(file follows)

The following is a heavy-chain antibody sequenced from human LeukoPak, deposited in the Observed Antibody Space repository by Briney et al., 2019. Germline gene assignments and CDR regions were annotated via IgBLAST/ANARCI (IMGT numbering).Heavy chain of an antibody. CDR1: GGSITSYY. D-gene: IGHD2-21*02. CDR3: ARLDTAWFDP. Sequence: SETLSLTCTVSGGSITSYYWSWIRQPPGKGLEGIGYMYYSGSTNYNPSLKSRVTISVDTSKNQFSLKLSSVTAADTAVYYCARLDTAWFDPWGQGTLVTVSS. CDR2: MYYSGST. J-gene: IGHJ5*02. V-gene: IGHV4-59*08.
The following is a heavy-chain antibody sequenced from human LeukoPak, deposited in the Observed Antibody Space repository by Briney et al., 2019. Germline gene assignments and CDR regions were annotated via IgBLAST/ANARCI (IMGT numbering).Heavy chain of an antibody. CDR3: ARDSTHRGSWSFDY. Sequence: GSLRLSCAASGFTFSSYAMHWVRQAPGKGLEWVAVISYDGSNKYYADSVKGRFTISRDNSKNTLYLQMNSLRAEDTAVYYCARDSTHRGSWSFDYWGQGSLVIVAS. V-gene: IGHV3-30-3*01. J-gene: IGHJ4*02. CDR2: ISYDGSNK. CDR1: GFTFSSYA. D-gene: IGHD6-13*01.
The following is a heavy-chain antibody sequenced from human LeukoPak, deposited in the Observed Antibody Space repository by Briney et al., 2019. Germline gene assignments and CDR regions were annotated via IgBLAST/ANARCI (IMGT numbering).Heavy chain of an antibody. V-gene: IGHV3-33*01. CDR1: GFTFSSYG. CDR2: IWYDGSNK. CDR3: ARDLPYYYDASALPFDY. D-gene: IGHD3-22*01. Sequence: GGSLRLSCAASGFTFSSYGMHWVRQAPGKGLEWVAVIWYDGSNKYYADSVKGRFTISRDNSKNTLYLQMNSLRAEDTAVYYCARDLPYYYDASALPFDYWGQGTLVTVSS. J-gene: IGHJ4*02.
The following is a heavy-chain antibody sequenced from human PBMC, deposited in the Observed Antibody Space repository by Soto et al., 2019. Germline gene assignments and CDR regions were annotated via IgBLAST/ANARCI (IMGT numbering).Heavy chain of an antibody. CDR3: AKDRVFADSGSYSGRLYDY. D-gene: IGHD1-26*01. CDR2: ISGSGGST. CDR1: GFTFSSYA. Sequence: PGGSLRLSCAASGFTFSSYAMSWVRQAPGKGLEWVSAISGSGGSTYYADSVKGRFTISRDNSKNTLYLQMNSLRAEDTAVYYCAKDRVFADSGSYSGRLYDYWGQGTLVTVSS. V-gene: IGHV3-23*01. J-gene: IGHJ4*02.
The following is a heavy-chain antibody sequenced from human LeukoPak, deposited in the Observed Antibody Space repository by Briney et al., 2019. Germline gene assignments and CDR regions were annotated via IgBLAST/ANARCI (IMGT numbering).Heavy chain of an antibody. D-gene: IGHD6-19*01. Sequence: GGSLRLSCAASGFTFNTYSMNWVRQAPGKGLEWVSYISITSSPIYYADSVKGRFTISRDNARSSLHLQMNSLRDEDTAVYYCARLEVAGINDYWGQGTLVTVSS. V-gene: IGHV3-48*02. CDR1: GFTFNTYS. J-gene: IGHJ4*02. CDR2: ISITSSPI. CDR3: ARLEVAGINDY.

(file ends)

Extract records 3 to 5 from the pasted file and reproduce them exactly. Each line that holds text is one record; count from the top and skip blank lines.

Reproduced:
The following is a heavy-chain antibody sequenced from human LeukoPak, deposited in the Observed Antibody Space repository by Briney et al., 2019. Germline gene assignments and CDR regions were annotated via IgBLAST/ANARCI (IMGT numbering).Heavy chain of an antibody. V-gene: IGHV3-33*01. CDR1: GFTFSSYG. CDR2: IWYDGSNK. CDR3: ARDLPYYYDASALPFDY. D-gene: IGHD3-22*01. Sequence: GGSLRLSCAASGFTFSSYGMHWVRQAPGKGLEWVAVIWYDGSNKYYADSVKGRFTISRDNSKNTLYLQMNSLRAEDTAVYYCARDLPYYYDASALPFDYWGQGTLVTVSS. J-gene: IGHJ4*02.
The following is a heavy-chain antibody sequenced from human PBMC, deposited in the Observed Antibody Space repository by Soto et al., 2019. Germline gene assignments and CDR regions were annotated via IgBLAST/ANARCI (IMGT numbering).Heavy chain of an antibody. CDR3: AKDRVFADSGSYSGRLYDY. D-gene: IGHD1-26*01. CDR2: ISGSGGST. CDR1: GFTFSSYA. Sequence: PGGSLRLSCAASGFTFSSYAMSWVRQAPGKGLEWVSAISGSGGSTYYADSVKGRFTISRDNSKNTLYLQMNSLRAEDTAVYYCAKDRVFADSGSYSGRLYDYWGQGTLVTVSS. V-gene: IGHV3-23*01. J-gene: IGHJ4*02.
The following is a heavy-chain antibody sequenced from human LeukoPak, deposited in the Observed Antibody Space repository by Briney et al., 2019. Germline gene assignments and CDR regions were annotated via IgBLAST/ANARCI (IMGT numbering).Heavy chain of an antibody. D-gene: IGHD6-19*01. Sequence: GGSLRLSCAASGFTFNTYSMNWVRQAPGKGLEWVSYISITSSPIYYADSVKGRFTISRDNARSSLHLQMNSLRDEDTAVYYCARLEVAGINDYWGQGTLVTVSS. V-gene: IGHV3-48*02. CDR1: GFTFNTYS. J-gene: IGHJ4*02. CDR2: ISITSSPI. CDR3: ARLEVAGINDY.